Sir Tom Finney, one of the finest footballers England has produced, celebrates his 90th birthday today.
The Preston North End legend won 76 caps and scored 30 goals for the Three Lions during a 14-year, one club career in the game.
Born on a street next to Preston's Deepdale stadium, his frail figure saw him ascend to only 4ft 9ins in at the age of 14.
Another England legend has tweeted his best wishes:
At 17, when World War II started Finney was called up to the Royal Armoured Corps in 1942, and fought in Montgomery's Eighth Army in Egypt as well as in Italy during the final offensive to capture Argenta in April 1945.
When offered the opportunity to sign for PNE, his father insisted he complete his apprenticeship in the family's plumbing business before he signed as a professional. The alliteration-friendly nickname "Preston Plumber" stuck throughout his career.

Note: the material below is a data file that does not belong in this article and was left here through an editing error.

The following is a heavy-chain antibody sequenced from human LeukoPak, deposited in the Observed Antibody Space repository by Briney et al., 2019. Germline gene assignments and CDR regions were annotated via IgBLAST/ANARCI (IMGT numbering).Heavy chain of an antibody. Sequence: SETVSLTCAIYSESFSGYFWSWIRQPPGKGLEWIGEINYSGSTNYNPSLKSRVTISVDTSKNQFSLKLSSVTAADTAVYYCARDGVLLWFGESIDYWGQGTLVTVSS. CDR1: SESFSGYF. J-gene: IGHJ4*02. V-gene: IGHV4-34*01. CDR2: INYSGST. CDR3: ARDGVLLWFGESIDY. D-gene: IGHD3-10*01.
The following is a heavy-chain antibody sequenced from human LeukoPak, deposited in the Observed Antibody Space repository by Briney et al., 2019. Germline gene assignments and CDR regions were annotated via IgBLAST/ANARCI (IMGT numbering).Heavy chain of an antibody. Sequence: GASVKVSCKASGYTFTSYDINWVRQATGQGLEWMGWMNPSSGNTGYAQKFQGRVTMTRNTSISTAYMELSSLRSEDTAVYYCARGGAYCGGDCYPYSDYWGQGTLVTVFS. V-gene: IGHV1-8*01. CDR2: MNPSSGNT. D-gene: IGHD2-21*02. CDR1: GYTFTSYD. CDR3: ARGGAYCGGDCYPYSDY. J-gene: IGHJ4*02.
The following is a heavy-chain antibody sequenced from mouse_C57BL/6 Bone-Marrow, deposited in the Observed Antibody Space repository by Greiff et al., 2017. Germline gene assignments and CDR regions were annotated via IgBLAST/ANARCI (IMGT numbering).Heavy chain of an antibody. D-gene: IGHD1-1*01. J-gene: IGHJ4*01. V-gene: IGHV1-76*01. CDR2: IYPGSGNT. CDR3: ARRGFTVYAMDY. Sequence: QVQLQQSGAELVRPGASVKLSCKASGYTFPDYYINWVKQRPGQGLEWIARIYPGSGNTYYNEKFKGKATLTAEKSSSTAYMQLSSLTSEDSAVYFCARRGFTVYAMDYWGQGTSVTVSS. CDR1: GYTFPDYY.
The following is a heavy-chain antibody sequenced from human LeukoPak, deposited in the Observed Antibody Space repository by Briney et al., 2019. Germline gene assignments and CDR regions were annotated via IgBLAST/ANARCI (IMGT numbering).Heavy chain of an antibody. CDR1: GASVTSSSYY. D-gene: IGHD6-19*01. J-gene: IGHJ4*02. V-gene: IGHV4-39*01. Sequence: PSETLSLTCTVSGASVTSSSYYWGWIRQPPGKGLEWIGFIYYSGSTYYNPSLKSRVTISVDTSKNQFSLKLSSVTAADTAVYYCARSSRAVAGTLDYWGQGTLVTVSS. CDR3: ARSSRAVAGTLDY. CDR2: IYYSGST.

Finney flummoxes Ireland:
Post-war demand for plumbers ensured he had a second source of income to supplement the £14 he received as a footballer, as his football career flourished. Finney and fellow knight Sir Stanley Matthews pioneered the English wing-game.
A loser in the 1954 FA Cup final as PNE were defeated 3-2 by West Bromwich Albion, he later confessed in his autobiography he wasn't fit for the final. Surreally he never won a winners' medal in his career. He featured at the 1950 World Cup in Brazil, but his legacy is enduring because of his total mastery of technique, which compensated for the lack of trophies.
A world-class player supporters could empathise with due to his labouring exploits, he is a throwback to an era of genuine immortals. Whereas the Messis, Ronaldos, Rooneys and Silvas are exposed worldwide, to appreciate Finney you had to be on the Deepdale or Wembley terraces.
So paying tribute to one of football's genuine greats, here's a gallery of Sir Tom's time in football.
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